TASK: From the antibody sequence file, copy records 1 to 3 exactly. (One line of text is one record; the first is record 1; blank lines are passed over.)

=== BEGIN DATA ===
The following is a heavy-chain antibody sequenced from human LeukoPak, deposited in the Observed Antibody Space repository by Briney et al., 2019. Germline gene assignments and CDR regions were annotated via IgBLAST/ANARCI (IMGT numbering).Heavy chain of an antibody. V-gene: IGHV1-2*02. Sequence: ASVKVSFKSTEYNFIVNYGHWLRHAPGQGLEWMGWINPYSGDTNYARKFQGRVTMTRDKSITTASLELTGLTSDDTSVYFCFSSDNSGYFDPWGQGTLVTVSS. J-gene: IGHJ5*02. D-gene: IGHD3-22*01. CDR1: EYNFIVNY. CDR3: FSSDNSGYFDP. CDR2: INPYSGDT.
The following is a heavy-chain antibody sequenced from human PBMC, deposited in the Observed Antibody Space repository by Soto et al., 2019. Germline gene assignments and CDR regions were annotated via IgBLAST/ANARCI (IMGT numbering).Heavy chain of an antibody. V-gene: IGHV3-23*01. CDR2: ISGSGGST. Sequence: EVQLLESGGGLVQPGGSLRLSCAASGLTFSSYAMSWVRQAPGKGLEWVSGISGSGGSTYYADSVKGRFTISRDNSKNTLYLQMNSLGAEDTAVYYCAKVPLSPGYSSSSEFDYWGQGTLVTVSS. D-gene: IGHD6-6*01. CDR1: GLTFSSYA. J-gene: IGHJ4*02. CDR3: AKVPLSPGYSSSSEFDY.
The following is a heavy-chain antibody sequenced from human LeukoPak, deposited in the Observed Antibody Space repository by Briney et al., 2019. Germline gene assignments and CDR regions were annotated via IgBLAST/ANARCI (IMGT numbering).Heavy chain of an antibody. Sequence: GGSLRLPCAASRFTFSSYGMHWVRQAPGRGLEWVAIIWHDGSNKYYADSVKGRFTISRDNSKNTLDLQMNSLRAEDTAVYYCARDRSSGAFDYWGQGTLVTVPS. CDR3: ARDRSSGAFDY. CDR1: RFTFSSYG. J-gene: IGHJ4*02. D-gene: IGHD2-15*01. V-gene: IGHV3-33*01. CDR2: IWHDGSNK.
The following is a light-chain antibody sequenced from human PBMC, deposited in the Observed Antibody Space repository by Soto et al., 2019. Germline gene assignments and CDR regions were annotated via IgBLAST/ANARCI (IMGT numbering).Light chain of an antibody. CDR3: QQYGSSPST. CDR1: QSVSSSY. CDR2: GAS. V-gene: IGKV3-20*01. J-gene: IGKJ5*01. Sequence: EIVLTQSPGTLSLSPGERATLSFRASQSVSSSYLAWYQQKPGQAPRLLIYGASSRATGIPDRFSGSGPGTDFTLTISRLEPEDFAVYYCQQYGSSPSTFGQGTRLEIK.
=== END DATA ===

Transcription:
The following is a heavy-chain antibody sequenced from human LeukoPak, deposited in the Observed Antibody Space repository by Briney et al., 2019. Germline gene assignments and CDR regions were annotated via IgBLAST/ANARCI (IMGT numbering).Heavy chain of an antibody. V-gene: IGHV1-2*02. Sequence: ASVKVSFKSTEYNFIVNYGHWLRHAPGQGLEWMGWINPYSGDTNYARKFQGRVTMTRDKSITTASLELTGLTSDDTSVYFCFSSDNSGYFDPWGQGTLVTVSS. J-gene: IGHJ5*02. D-gene: IGHD3-22*01. CDR1: EYNFIVNY. CDR3: FSSDNSGYFDP. CDR2: INPYSGDT.
The following is a heavy-chain antibody sequenced from human PBMC, deposited in the Observed Antibody Space repository by Soto et al., 2019. Germline gene assignments and CDR regions were annotated via IgBLAST/ANARCI (IMGT numbering).Heavy chain of an antibody. V-gene: IGHV3-23*01. CDR2: ISGSGGST. Sequence: EVQLLESGGGLVQPGGSLRLSCAASGLTFSSYAMSWVRQAPGKGLEWVSGISGSGGSTYYADSVKGRFTISRDNSKNTLYLQMNSLGAEDTAVYYCAKVPLSPGYSSSSEFDYWGQGTLVTVSS. D-gene: IGHD6-6*01. CDR1: GLTFSSYA. J-gene: IGHJ4*02. CDR3: AKVPLSPGYSSSSEFDY.
The following is a heavy-chain antibody sequenced from human LeukoPak, deposited in the Observed Antibody Space repository by Briney et al., 2019. Germline gene assignments and CDR regions were annotated via IgBLAST/ANARCI (IMGT numbering).Heavy chain of an antibody. Sequence: GGSLRLPCAASRFTFSSYGMHWVRQAPGRGLEWVAIIWHDGSNKYYADSVKGRFTISRDNSKNTLDLQMNSLRAEDTAVYYCARDRSSGAFDYWGQGTLVTVPS. CDR3: ARDRSSGAFDY. CDR1: RFTFSSYG. J-gene: IGHJ4*02. D-gene: IGHD2-15*01. V-gene: IGHV3-33*01. CDR2: IWHDGSNK.